Chef plans to add special touch
Bichelmeyer’s Steakhouse hires a chef with culinary experience
Three months ago, Matt Bichelmeyer thought he just might close the doors to Bichelmeyer Meat and Grocery for good.
"It was a little bitty grocery store with not enough room for anything, and with the street construction going on downtown, business was way down," Bichelmeyer said.
But instead of shutting down the business he'd owned for nine years, he opted to open again bringing a new restaurant to downtown Tonganoxie.
On April 1, Bichelmeyer's Steakhouse plans to open with fanfare that includes a pianist at a baby grand piano, a newly remodeled Victorian interior and a chef who knows how to make a restaurant work.
That chef, Bill Lipe, 70, who moved in April to Tonganoxie, is not exactly a newcomer here. He moved here in 1959 with his family to serve as minister of the Congregational Church.
He later left the pulpit and cooked up a new career as a chef.
"I started with Gilbert Robinson at the Plaza III," Lipe said.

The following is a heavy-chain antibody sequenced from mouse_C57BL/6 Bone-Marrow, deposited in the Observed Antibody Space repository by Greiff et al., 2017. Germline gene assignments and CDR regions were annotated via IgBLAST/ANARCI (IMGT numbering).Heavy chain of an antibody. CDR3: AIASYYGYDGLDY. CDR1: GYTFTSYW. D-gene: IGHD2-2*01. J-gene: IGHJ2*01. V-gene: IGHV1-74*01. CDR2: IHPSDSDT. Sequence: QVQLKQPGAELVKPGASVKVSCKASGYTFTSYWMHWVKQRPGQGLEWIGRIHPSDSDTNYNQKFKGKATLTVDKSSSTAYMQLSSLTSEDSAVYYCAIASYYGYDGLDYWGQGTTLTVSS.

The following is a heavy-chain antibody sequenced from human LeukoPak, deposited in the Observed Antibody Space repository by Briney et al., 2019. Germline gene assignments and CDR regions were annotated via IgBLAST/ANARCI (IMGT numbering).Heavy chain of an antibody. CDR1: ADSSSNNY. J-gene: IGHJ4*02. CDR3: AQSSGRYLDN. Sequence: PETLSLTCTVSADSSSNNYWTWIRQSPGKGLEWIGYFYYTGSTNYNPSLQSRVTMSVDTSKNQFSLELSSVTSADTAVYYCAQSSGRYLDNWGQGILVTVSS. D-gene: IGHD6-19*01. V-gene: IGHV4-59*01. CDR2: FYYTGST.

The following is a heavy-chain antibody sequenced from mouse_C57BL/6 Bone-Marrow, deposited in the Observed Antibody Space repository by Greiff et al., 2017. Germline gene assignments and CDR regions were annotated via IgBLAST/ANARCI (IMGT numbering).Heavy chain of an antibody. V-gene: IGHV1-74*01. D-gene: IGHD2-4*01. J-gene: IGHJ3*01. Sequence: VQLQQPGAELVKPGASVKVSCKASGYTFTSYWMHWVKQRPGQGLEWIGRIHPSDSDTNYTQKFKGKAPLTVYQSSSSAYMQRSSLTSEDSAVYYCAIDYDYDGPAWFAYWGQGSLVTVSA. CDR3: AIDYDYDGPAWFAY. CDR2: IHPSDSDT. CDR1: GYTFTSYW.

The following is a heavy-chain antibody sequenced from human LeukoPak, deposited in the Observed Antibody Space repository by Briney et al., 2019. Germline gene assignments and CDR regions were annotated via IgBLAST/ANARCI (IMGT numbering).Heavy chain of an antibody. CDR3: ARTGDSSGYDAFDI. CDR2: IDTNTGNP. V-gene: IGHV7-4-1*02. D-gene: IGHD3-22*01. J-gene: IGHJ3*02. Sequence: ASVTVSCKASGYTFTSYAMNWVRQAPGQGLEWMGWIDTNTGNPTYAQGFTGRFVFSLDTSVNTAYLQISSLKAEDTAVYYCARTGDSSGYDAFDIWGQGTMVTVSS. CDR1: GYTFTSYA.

After his training as a chef, Lipe also worked at several locations, including the Muehlebach Hotel, Alameda Plaza Hotel and Kemper Arena's Arena Club, all in Kansas City, Mo., as well as Shadow Rock Lodge in Forsythe, Mo., and the Expo Centre in Topeka.
"I sometimes got into places that were losing money and they'd hire me to come in and get them straightened out," Lipe said. "It always worked out."
In plying his new trade, Lipe learned the finer skills of culinary arts, talents he plans to put to work at Bichelmeyer's Steakhouse.
Along with traditional American food such as steaks, hamburgers and pork chops, the menu will include steak Diane, a table-side flaming dish and boeuf bourguignonne.
Trained as a patissier, Lipe said he will have from six to eight different desserts available.
Lipe said diners will choose from three or four kinds of bread, and said he'll be making French bread from scratch.
As customary, his uniform will be a starched cotton jacket and hat, as well as white gloves.
With all this, Lipe said costs would be kept in mind.
"We're not going to be high-priced," he said. "Our prices will be comparable to other restaurants in the area."
Lipe, who retired in 1992, said it's exciting to be starting work again.
"It's really an enjoyable job," he said. "It's kind of one of those things that's a hobby and you'd almost pay to do it."